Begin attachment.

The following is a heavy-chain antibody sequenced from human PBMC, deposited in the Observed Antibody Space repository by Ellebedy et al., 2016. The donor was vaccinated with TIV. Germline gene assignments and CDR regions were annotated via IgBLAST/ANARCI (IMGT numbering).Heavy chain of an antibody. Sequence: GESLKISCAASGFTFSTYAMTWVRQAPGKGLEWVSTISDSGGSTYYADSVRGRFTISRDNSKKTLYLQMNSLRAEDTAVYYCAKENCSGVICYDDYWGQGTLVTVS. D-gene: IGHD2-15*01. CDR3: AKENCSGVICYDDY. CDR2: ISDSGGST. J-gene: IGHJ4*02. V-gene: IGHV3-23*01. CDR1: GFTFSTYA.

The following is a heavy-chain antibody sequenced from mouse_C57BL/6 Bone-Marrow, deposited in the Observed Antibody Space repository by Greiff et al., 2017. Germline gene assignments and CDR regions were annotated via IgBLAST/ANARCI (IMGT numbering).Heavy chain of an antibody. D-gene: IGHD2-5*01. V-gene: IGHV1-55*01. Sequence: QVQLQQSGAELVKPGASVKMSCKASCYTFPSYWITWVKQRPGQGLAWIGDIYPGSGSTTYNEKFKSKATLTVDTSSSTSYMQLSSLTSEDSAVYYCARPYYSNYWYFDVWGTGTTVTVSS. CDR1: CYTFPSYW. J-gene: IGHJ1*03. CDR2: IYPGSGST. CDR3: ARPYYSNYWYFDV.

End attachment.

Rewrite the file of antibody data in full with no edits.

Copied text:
The following is a heavy-chain antibody sequenced from human PBMC, deposited in the Observed Antibody Space repository by Ellebedy et al., 2016. The donor was vaccinated with TIV. Germline gene assignments and CDR regions were annotated via IgBLAST/ANARCI (IMGT numbering).Heavy chain of an antibody. Sequence: GESLKISCAASGFTFSTYAMTWVRQAPGKGLEWVSTISDSGGSTYYADSVRGRFTISRDNSKKTLYLQMNSLRAEDTAVYYCAKENCSGVICYDDYWGQGTLVTVS. D-gene: IGHD2-15*01. CDR3: AKENCSGVICYDDY. CDR2: ISDSGGST. J-gene: IGHJ4*02. V-gene: IGHV3-23*01. CDR1: GFTFSTYA.

The following is a heavy-chain antibody sequenced from mouse_C57BL/6 Bone-Marrow, deposited in the Observed Antibody Space repository by Greiff et al., 2017. Germline gene assignments and CDR regions were annotated via IgBLAST/ANARCI (IMGT numbering).Heavy chain of an antibody. D-gene: IGHD2-5*01. V-gene: IGHV1-55*01. Sequence: QVQLQQSGAELVKPGASVKMSCKASCYTFPSYWITWVKQRPGQGLAWIGDIYPGSGSTTYNEKFKSKATLTVDTSSSTSYMQLSSLTSEDSAVYYCARPYYSNYWYFDVWGTGTTVTVSS. CDR1: CYTFPSYW. J-gene: IGHJ1*03. CDR2: IYPGSGST. CDR3: ARPYYSNYWYFDV.